Archive for new student – Page 2

New SIPA Student Photo Series #3

As an entrepreneur and consultant, Jean Suhas has traveled across Europe, South America, North America, Asia, North Africa, and Sub-Saharan Africa.

But what he encountered in Hanoi, Vietnam was worthy of a photo submission.  You don’t see one of these every day.

Jean is an incoming Master of International Affairs candidate.

Jean Suhas


New SIPA Student Photo Series #2

Today’s submission comes from Karen Mustiga, MPA 2016.

Karen was born in Lima, Peru and immigrated to the U.S. in the 1990s.  Her disposition for public service and helping out the less fortunate comes from her roots and keen awareness to third-world poverty, political turmoil, and immigrant experience.  She plans to concentrate her studies in Urban and Social Policy.  We look forward to welcoming Karen to SIPA this fall.


Mallorca 2014

Photo taken in Mallorca:  A photo of my friend Tom and I in Mallorca this past May. I’ve had the pleasure of visiting most of Spain while teaching English in Madrid and Mallorca was definitely a trip worth taking. As a Florida native, I was impressed by the breathtakingly beautiful beaches and stunning cliffs.

Beware: cool stuff in NYC on a grad-student-friendly budget

Orientation week has ended.  Classes have begun.  One of our new students at SIPA, Joel Putnam, MPA 2015 posted this in our new student group discussion group but we thought this would be great to share with anyone thinking of coming to New York — the best city in the world.


It’s been great meeting so many of you guys, finally! Since orientation was (understandably) focused on what’s happening in the IAB and on campus, I thought I’d toss a few ideas to orient new New Yorkers to cool stuff in the city on a grad-student-friendly budget. Because if you spend your two years here and never go below 90th or east of Central Park, you are making a huge mistake (or, as we like to say here on the internet, yr doin it wrng).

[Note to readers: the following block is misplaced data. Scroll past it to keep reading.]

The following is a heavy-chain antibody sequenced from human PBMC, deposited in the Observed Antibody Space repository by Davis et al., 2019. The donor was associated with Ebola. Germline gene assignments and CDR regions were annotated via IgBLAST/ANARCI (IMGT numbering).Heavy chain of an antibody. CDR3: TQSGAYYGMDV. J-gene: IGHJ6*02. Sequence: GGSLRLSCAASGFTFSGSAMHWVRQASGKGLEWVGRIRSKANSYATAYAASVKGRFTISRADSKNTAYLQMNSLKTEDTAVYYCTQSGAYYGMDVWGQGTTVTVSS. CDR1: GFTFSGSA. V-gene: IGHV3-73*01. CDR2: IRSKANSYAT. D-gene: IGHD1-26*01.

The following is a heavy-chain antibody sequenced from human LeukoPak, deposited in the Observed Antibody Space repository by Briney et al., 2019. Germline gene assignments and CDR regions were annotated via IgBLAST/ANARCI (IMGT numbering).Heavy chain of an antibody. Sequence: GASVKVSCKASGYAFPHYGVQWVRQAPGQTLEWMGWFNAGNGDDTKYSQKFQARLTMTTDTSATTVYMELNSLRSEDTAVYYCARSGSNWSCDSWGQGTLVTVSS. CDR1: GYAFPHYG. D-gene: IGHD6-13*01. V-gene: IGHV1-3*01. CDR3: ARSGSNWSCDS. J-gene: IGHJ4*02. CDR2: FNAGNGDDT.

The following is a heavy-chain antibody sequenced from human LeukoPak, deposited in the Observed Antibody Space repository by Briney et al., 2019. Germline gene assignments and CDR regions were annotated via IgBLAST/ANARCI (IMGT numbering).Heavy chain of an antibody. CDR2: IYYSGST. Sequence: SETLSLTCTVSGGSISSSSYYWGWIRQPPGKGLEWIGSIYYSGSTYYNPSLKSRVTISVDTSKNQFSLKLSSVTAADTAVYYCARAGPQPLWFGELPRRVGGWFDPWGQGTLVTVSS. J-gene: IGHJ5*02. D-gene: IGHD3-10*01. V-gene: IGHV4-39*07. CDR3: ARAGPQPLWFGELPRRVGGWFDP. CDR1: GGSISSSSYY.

First off, New York has a lot of cool sights to see, but you probably know about all of them. Statue of Liberty, Times Square, etc I’m not worried about you missing. The really cool thing about the city in my opinion is what’s happening here at any given moment. There are lots of ways to find cool stuff in this category, but my two favorite are these:

NonsenseNYC Mailing list— weekly mailing list with all kinds of crazy stuff going on. Music? Check. Standup Comedy? Check. Pillowfight wth hundreds of people in union square, bring your own pillow? Check. Much of what’s listed is a little Brooklyn-centric, but that’s kinda the nature of NYC culture at the moment.

The Skint Blog: Emphasis here is on free and cheap. Aside from cool happenings around town, it often features giveaways and other really good deals on food, drinks, etc. Posted daily with special weekend editions.

Aside from that, Time Out NY ( is also very good and is much more comprehensive than the other two. I find it more useful as a reference than inspiration, just because it has so much stuff that it will sometimes get a bit unwieldy. Also of note (though with less cheap and slightly male-centric slant) are Thrillist ( and UrbanDaddy (

Aside from those, some people swear by Groupon (, LivingSocial ( and other similar daily coupon sites. I’ve never liked them as much myself, but I’m not you, and you might find they’re useful if you sign up. Costs nothing up front and you can always cancel.

Don’t forget your unlimited 30-day metrocard for the subways and buses (yes it is overwhelmingly worth it unless you’re very very rich and can take taxis everywhere). Don’t bother with the “express bus+ Subway” metrocard unless you’ve got family way up in Kingsbridge, just get the regular card, it’ll get you everywhere you need to go, buses included. Finally consider a citibike membership if you don’t own a bike. I know it doesn’t come up to Columbia and won’t till we’re long gone, but it’s really handy in a pinch when you’re out exploring with friends, especially late at night.